Will the second time be the charm for Sen. John Rockefeller (D-W.V.), who reintroduced his Do Not Track Online Act privacy legislation?
In 2011 Sen. Rockefeller introduced the bill, which stalled in the Senate Commerce Committee. Now, almost two years later, he is trying again.
The bill would establish a mechanism by which consumers could opt out from having “personal information” collected about their online activities. Companies could collect consumer information that was necessary for a Web site or online service to function, but the information would have to be destroyed or anonymized when no longer needed.
The bill, cosponsored by Sen. Richard Blumenthal (D-Ct.), does not define the scope of “personal information,” and leaves the job to the Federal Trade Commission. The agency is also tasked with enforcement.
“Online companies are collecting massive amounts of information, often without consumers’ knowledge or consent,” Sen. Rockefeller said in a statement about the legislation. “My bill gives consumers the opportunity to simply say ‘no thank you’ to anyone and everyone collecting their online information. Period.”
Although the ad industry has launched a self-regulatory program for online behavioral advertising since he first proposed the bill, Sen. Rockefeller said it isn’t enough. “Industry made a public pledge to develop Do Not Track standards that will truly protect consumer privacy – and it has failed to live up to that commitment. They have dragged their feet long enough,” Sen. Rockefeller told The New York Times.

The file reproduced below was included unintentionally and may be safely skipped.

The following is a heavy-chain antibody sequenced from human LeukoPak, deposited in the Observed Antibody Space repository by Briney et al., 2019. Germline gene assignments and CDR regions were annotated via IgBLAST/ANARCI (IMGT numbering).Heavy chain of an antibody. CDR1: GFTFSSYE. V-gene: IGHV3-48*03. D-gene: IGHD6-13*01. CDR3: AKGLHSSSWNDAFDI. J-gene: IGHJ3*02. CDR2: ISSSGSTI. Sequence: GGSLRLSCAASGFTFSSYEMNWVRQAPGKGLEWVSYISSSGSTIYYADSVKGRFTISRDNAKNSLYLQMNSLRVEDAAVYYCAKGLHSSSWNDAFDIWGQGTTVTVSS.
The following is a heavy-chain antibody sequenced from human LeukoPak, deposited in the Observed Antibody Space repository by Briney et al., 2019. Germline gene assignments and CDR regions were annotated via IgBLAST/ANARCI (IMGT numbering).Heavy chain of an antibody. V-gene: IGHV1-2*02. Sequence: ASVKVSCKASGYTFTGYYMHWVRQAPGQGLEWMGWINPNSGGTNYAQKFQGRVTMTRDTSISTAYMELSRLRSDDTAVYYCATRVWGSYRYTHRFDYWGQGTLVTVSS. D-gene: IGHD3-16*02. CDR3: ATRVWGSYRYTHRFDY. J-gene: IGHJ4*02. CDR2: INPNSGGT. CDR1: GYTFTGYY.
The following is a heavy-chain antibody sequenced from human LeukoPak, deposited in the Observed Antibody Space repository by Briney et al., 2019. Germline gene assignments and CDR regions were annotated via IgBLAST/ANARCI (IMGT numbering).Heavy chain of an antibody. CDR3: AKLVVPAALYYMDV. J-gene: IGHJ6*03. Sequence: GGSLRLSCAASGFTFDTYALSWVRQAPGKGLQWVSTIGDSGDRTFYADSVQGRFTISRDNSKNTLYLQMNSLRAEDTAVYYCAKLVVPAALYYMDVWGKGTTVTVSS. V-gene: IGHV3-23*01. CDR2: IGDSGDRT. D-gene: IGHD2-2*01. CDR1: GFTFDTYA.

To read the Do Not Track Online Act of 2013, click here.
Why it matters: The second attempt will also be Sen. Rockefeller’s final attempt at passing Do Not Track legislation, as he has announced he will not seek reelection in 2014. The chances of passage for the bill are unclear. Privacy remains a hot topic in Washington, D.C.. The legislation faces less competition this go-around as it did in 2011 when Sen. Rockefeller’s bill had to compete with another Senate privacy bill cosponsored by Sens. John Kerry (D-Mass.) and John McCain (R-Ariz.). However, the ad industry has established a self-regulatory system in the intervening years that may work against Sen. Rockefeller’s success. In response to the lawmaker’s comments about the industry’s efforts – or lack thereof – Lou Mastria, executive director of the Digital Advertising Alliance, which manages the self-regulatory program, disagreed. “We serve the ad choices icon a trillion times a month,” he told AdWeek. “It’s pretty hard to say it’s not working.”